Ban discusses security with Central Asian leaders, stresses vital role of women

30 November 2010
Outside the Palace of Independence, venue for the 2010 OSCE Summit in Astana, Kazakhstan

Secretary-General Ban Ki-moon today discussed security in Central Asia with regional leaders following recent unrest, and underscored the vital need to end gender-based violence and discrimination and empower women as essential building blocks in ensuring peace and stability.

Mr. Ban, who is in the Kazakh capital, Astana, for the summit of the Organization for Security and Co-operation in Europe (OSCE), met with Kazakh President Nursultan Nazarbayev and President Roza Otunbaeva of Kyrgyzstan, which was rocked by political unrest and deadly clashes earlier this year.

He told reporters he “highly commended” Mr. Nazarbayev for his “very able, active intervention” in ensuring peace and stability in neighbouring Kyrgyzstan, his contribution to bringing peace and stability to Afghanistan and his visionary leadership in ensuring nuclear disarmament and non-proliferation.

In his talks with Ms. Otunbaeva, the Secretary-General hailed Kyrgyzstan’s peaceful parliamentary elections in October and the important progress made in strengthening democratic institutions that should include the swift formation of a coalition government. The two discussed the importance of protecting the rights of refugees and reinforcing the rule of law for long-term stability, as well as the need for regional cooperation to fight terrorism.

Mr. Ban, who also met with OSCE Secretary General Marc Perrin de Brichambaut and Kazakh Foreign Minister Kanat Saudabayev, the OSCE Chairperson-in-Office, discussed the need to ensure access to transit and trade for the land-locked Central Asian countries and the mutually beneficial use of shared natural resources.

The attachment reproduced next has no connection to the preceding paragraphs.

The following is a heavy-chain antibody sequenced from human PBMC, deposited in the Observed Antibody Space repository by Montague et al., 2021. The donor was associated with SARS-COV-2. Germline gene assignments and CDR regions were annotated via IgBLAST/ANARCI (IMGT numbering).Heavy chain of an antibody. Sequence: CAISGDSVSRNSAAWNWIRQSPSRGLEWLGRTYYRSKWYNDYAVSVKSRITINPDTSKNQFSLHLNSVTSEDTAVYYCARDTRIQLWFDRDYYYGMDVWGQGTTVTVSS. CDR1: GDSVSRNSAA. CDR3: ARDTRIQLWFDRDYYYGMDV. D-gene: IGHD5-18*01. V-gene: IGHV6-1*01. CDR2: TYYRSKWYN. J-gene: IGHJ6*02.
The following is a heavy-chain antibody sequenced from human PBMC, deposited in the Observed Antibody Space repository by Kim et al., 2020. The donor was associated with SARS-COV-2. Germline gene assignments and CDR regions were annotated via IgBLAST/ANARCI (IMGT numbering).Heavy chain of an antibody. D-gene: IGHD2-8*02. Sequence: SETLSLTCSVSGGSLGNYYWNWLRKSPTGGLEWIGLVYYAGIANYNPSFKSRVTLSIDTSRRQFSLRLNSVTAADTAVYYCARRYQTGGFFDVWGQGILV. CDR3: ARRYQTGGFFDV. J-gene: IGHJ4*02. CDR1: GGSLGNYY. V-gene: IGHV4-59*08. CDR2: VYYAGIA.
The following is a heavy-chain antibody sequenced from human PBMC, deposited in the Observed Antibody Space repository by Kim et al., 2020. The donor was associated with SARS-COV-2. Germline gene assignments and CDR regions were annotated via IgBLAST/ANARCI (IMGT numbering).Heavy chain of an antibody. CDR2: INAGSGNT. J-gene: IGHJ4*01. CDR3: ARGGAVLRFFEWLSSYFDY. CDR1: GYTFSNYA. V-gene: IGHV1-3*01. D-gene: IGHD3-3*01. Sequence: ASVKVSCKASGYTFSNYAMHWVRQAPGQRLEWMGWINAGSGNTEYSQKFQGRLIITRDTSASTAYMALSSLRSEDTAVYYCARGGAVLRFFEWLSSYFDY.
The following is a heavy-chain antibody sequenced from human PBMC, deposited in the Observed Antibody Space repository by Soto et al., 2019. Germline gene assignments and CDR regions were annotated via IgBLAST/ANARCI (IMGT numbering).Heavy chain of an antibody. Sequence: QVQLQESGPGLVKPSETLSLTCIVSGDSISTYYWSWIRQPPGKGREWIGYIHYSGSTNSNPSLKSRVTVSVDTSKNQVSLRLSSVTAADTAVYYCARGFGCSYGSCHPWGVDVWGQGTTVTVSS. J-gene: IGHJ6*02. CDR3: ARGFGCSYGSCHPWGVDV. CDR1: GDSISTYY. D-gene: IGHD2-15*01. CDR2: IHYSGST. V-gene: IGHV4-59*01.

He told reporters he expected the OSCE leaders to discuss regional peace and stability, enhancing human rights, cross-border cooperation on issues like drug control, and how to work together to maintain a globally sustainable environment and development.

Both in his bilateral talks and an address to a regional women’s group, stressed the central role of women in peace and security. “Your voice is so important because you have witnessed the suffering caused by violence, terrorism, human trafficking, and organized crime,” he told the Women of Central Asia on Women, Peace and Security.

“You have seen the suffering and fear imposed on women and girls by unconscionable abuse, suffering that is exacerbated by impunity, by a lack of accountability for perpetrators. You also know something else: how difficult it is to establish peace. For these reasons, and as a matter of fundamental human rights, you deserve a seat at the table,” he added, stressing that women’s participation is an essential condition for sustainable peace and development.

“When we discuss how to prevent fighting, when we work to resolve conflicts, when we build peace, you should be there – not as observers but as decision-makers, not as victims but as agents of change.”


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